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11.1. Elijah’s Silent Annunciation (1 Kings 19.8-15)

Mary Stevens

© 2019 Mary Stevens, CC BY 4.0 https://doi.org/10.11647/OBP.0172.19

There are aspects of the biblical texts, comprising both theological themes and geographical references, which have resonances to scholars but which are not obvious to the present-day general reader. The biblical narrative depends heavily on these wider meanings, replete as it is with both concrete experience and the religious tradition of the original audiences. In preparing my collaboration with the composer, Lisa Robertson, a musician without theological training, I sought to present the essential religious and theological components of the text as well as to engage her imaginative involvement. To facilitate this, I presented both biblical and theological research, alongside a number of photographs of geographical scenes, seeking through the latter to bring her into contact with the location and external elements of the story. Although I was concerned that Robertson might feel overwhelmed with the amount of information given, this did not seem to have been the case. Instead, Robertson developed her own ideas in relation to those aspects of my research which resonated with her. Our subsequent theologian-composer conversations reflected her desire to understand the import of the text and its interpretation. As the process developed, Robertson articulated some of her inchoate plans, but I carefully tried to limit my role to aiding her own penetration of the text. This was truly a dialogue in which, as a theologian, I facilitated her understanding of the text while she, as a composer, responded both with her own questions and insights and, finally, with her fresh and original musical representation of the biblical episode. In this chapter, I try to give a sense of some of the theological research underpinning our collaboration, hopeful that it might enrich the appreciation of her piece of music and, also perhaps, that it might stimulate other artistic or theological interpretations of this seminal episode of the biblical narrative: Elijah’s encounter with God in the ‘still small voice’.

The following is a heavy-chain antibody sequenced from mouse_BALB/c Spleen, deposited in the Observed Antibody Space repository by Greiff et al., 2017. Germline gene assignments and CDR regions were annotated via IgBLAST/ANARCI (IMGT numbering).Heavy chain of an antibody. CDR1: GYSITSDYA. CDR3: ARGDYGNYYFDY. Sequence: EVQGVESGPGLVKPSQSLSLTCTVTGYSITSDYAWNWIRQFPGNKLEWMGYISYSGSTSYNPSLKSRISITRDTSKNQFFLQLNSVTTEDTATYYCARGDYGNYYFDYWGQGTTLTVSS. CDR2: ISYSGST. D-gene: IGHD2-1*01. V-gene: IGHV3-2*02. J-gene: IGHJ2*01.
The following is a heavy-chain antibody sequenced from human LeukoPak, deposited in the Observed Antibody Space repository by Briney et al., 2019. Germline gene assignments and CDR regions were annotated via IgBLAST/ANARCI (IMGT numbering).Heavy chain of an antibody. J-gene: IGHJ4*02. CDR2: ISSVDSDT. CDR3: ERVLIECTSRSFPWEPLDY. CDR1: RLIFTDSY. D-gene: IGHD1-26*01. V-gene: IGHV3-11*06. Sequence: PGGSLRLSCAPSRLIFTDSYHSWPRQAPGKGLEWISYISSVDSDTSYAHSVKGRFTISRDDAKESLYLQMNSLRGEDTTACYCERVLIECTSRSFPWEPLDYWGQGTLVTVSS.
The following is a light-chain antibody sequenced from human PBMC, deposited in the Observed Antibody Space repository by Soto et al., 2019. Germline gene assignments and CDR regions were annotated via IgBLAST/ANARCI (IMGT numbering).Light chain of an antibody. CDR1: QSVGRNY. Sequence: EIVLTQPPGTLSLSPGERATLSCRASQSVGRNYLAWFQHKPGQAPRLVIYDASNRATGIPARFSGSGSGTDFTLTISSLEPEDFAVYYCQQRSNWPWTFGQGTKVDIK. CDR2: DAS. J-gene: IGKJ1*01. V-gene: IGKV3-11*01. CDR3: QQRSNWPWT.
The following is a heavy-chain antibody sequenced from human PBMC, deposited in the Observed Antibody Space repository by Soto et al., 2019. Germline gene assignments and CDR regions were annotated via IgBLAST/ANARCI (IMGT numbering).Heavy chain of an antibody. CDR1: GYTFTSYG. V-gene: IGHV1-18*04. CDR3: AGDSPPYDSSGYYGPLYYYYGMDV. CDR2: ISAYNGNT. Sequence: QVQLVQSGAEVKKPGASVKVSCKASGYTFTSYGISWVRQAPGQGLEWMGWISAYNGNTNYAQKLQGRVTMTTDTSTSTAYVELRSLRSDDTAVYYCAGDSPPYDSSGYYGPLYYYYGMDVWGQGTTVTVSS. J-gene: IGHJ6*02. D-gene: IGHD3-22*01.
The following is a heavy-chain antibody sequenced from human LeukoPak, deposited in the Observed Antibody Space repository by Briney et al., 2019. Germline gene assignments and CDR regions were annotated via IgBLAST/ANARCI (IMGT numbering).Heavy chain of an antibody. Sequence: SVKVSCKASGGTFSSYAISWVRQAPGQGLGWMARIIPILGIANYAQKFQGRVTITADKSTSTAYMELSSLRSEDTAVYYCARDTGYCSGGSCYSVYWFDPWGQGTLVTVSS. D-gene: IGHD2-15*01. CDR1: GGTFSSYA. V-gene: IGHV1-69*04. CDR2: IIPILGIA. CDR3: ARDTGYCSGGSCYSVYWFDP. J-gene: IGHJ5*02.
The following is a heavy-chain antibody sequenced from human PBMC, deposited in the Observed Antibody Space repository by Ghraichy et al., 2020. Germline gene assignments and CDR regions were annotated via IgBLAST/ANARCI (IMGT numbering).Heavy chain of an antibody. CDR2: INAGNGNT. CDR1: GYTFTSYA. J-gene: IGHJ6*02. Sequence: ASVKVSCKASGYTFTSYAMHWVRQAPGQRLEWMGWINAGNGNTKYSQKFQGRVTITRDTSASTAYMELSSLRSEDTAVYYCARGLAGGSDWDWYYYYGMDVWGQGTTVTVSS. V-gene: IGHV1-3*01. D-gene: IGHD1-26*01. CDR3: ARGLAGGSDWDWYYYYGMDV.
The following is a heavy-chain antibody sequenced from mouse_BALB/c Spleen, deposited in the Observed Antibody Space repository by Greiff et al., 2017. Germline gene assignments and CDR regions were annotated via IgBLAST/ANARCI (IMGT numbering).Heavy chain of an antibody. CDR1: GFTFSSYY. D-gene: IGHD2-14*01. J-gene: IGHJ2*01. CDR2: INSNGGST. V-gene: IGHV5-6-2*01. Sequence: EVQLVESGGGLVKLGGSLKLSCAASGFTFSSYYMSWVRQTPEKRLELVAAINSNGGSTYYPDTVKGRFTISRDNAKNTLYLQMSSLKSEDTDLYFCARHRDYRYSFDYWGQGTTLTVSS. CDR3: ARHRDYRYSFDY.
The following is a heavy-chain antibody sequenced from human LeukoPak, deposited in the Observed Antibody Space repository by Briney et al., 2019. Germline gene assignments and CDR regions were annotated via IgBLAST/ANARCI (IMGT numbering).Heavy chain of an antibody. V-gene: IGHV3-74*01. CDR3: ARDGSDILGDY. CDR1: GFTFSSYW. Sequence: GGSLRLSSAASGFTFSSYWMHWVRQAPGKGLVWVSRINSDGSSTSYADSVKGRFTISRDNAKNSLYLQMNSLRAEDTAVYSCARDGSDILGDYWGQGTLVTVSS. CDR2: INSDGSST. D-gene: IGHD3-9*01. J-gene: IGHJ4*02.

I. The Visual and Literary Dimensions of the Elijah Episode

The story from the Elijah Cycle is embedded in a specific geographical scene. Before introducing either textual or theological analysis, I sought, therefore, to highlight the visuality intrinsic to the scene: the vast and barren mountain range of Sinai where 1 Kings [Kgs] 19 is set. In the Bible, the mountain is itself a protagonist; it draws us beyond the quotidian to a place of transcendence — of encounter with God — and, at the same time, stirs a wealth of resonances from the Judeo-Christian tradition. This dual aspect of physical geography and religious tradition is the backdrop to several of the mighty phenomena that are narrated in the episode under consideration: thunder, lightning, mighty earthquake and gale. Imaginative immersion in this physical world should come prior to an unpicking of theological resonance. This is especially true for this biblical episode, which has at its heart a deliberate and major contrast between the natural phenomena shaping the setting of the ‘annunciation’ and the ‘annunciation encounter’ itself. To penetrate its meaning, one must be immersed in the images in order, paradoxically, to transcend them and receive the message held at its interstices.

(Above) Detail of Dorothea Reinecke, Late Afternoon in South Sinai’s Desert (2016).

(Below) Detail of Berthold Werner, Sinai Peninsula, View from Mount Sinai (2010).

(Above) Detail of Berthold Werner, Sinai Peninsula, Way to Mount Sinai (2010).

Fig. 11.1.1 Elijah’s encounter with God takes place on Mt. Horeb (the ‘Mountain of God’). Although the exact location is disputed, the mountain is believed to be located in the vast and largely barren mountain range of Sinai.

Mount Horeb is situated in Sinai, though its exact geographical location is unknown. It bears a unique symbolism in the biblical repertoire, which gives it a precise symbolic and theological locus. Horeb is where Moses encounters the burning bush from within which Yahweh (YHWH) pronounced his Name, entrusting it to the people of Israel and summoning them out of Egypt (Exodus [Exod] 3). In continuity with this, and increasing the significance of Horeb, it is also the place of the Covenant (Exod 24; Deuteronomy 5.2). Additionally, the fire, thunder and earthquake of the present episode evoke the memory of the appearance of YHWH on a mountain in Sinai, immediately after the People of Israel had been led out of Egypt. On Horeb, too, there is an incident to which 1 Kgs 19 bears close resemblance: Moses was made to stand in a cleft of the rock while the glory of YHWH passed by.1